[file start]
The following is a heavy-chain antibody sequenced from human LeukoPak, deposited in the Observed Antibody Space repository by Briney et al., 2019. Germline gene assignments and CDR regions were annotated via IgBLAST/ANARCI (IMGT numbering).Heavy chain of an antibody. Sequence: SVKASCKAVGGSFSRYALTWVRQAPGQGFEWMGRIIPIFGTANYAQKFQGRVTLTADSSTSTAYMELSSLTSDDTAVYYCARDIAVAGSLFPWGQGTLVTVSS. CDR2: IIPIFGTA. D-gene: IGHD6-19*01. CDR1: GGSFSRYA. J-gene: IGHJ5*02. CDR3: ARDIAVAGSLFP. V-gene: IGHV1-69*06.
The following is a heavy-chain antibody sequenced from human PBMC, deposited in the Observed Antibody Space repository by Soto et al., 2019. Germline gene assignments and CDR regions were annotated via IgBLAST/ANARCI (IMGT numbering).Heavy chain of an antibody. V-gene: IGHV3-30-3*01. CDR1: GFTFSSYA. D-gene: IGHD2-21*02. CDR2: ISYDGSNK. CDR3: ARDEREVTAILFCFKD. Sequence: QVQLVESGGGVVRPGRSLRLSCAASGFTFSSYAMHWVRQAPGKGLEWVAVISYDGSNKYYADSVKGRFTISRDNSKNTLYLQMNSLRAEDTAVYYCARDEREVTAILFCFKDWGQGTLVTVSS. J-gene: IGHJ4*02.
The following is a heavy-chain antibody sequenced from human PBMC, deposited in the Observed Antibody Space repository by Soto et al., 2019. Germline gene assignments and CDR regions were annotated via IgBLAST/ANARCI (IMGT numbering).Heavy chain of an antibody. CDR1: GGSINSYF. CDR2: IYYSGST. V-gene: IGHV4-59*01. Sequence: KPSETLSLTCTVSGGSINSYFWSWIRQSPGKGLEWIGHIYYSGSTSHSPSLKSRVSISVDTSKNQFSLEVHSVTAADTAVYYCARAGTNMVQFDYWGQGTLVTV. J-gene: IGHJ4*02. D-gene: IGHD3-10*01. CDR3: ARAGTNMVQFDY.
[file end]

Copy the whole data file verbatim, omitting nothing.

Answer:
The following is a heavy-chain antibody sequenced from human LeukoPak, deposited in the Observed Antibody Space repository by Briney et al., 2019. Germline gene assignments and CDR regions were annotated via IgBLAST/ANARCI (IMGT numbering).Heavy chain of an antibody. Sequence: SVKASCKAVGGSFSRYALTWVRQAPGQGFEWMGRIIPIFGTANYAQKFQGRVTLTADSSTSTAYMELSSLTSDDTAVYYCARDIAVAGSLFPWGQGTLVTVSS. CDR2: IIPIFGTA. D-gene: IGHD6-19*01. CDR1: GGSFSRYA. J-gene: IGHJ5*02. CDR3: ARDIAVAGSLFP. V-gene: IGHV1-69*06.
The following is a heavy-chain antibody sequenced from human PBMC, deposited in the Observed Antibody Space repository by Soto et al., 2019. Germline gene assignments and CDR regions were annotated via IgBLAST/ANARCI (IMGT numbering).Heavy chain of an antibody. V-gene: IGHV3-30-3*01. CDR1: GFTFSSYA. D-gene: IGHD2-21*02. CDR2: ISYDGSNK. CDR3: ARDEREVTAILFCFKD. Sequence: QVQLVESGGGVVRPGRSLRLSCAASGFTFSSYAMHWVRQAPGKGLEWVAVISYDGSNKYYADSVKGRFTISRDNSKNTLYLQMNSLRAEDTAVYYCARDEREVTAILFCFKDWGQGTLVTVSS. J-gene: IGHJ4*02.
The following is a heavy-chain antibody sequenced from human PBMC, deposited in the Observed Antibody Space repository by Soto et al., 2019. Germline gene assignments and CDR regions were annotated via IgBLAST/ANARCI (IMGT numbering).Heavy chain of an antibody. CDR1: GGSINSYF. CDR2: IYYSGST. V-gene: IGHV4-59*01. Sequence: KPSETLSLTCTVSGGSINSYFWSWIRQSPGKGLEWIGHIYYSGSTSHSPSLKSRVSISVDTSKNQFSLEVHSVTAADTAVYYCARAGTNMVQFDYWGQGTLVTV. J-gene: IGHJ4*02. D-gene: IGHD3-10*01. CDR3: ARAGTNMVQFDY.